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Filming and Photography:

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About Kent Life:

The 28-acre site that constitutes Kent Life has evolved through the years from the historic Sandling Farm, an area that formed part of the wider Allington Castle estate in the mid 16th century – stretching some 461 acres - and was owned by Thomas Wyatt.

The Allington Castle estate, later known as the Cobtree estate, was the property of the Tyrwhitt-Drake family. It passed to the only son Sir Garrard Tyrwhitt-Drake who inherited it after his father passed away in the early 1900s. An eccentric man, Garrard Tyrwhitt-Drake established a small zoo on the grounds and it is believed that he had a fascination for the Zebra, painting black and white stripes on a donkey so he could admire it from his manor!

A charitable trust was set up for the Cobtree Estate in 1951. After Sir Garrard Tyrwhitt-Drake died childless in 1964, his estate was bequeathed to the people of Maidstone. By 1983 a joint project between Kent County Council and Maidstone Borough Council had created ‘The Museum of Kent Life’ (as it was formerly known) on the site of the old Sandling Farm, and it was officially opened to the public on 6 July 1985.

Thus, the Museum of Kent Life was set up as a working heritage farm on which to tell the story of everything once Kentish. Throughout the next 10 years, the Oast House was renovated, as was the farmyard, the gardens and the Estate Manager’s house (Sandling Farm House). The Vale Farm Barn was the first of the attraction’s buildings from around the county to be saved from demolition and perfectly rebuilt piece-by-piece on site, and was completed in 1990.

The preservation of the region’s heritage continued with the reconstruction of Petts Farmhouse, Ulcombe Village Hall, Lenham Cottages, Cuxton Chapel and the Agricultural Store, all of which were saved from destruction elsewhere in the county. These historic buildings depict a wealth of history and changes through the centuries which not only has resonance throughout Kent, but also has significance for the wider community. Kent Life, as it is now known, is one of the few remaining places in Britain where hops are grown, harvested, dried and packed in its magnificent Oast house, by hand, using only time honored, traditional techniques.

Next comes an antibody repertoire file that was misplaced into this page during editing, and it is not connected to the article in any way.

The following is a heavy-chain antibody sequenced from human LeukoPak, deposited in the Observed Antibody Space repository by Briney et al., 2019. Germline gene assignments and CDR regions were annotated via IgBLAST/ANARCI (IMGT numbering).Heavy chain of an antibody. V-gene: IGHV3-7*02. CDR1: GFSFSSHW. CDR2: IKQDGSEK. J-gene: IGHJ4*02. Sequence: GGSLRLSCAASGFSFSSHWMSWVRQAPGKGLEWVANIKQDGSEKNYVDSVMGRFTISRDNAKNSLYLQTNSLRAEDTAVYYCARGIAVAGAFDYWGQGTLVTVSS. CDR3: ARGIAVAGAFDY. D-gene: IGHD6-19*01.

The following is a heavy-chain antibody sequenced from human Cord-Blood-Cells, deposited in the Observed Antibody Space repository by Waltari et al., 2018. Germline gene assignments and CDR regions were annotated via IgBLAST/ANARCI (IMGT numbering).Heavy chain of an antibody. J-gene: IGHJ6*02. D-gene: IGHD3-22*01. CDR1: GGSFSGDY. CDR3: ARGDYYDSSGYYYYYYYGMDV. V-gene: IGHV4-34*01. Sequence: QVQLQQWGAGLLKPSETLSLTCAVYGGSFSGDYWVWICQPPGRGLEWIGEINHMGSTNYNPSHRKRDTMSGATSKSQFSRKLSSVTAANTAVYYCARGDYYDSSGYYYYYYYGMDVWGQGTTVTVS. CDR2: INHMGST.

To complete the picture, the Museum of Kent Life, which since 1993 had been run by a charitable trust, was formally handed over to its new operators, Continuum, in November 2008, in order to prepare it for a brighter, more sustainable future.

By employing a public-private partnership, the future of this cultural institution has been safeguarded. The site is currently undergoing major developments thanks to new investment, including, amongst other things, a brand new themed outdoor adventure play area, a bespoke fun-filled indoor ‘Play Barn’, and a hands-on Cuddle Corner where children will be able to meet and feed a range of small animals. While the more commercial fun, family elements are expanded, the much-loved historic essence of the site remains intact.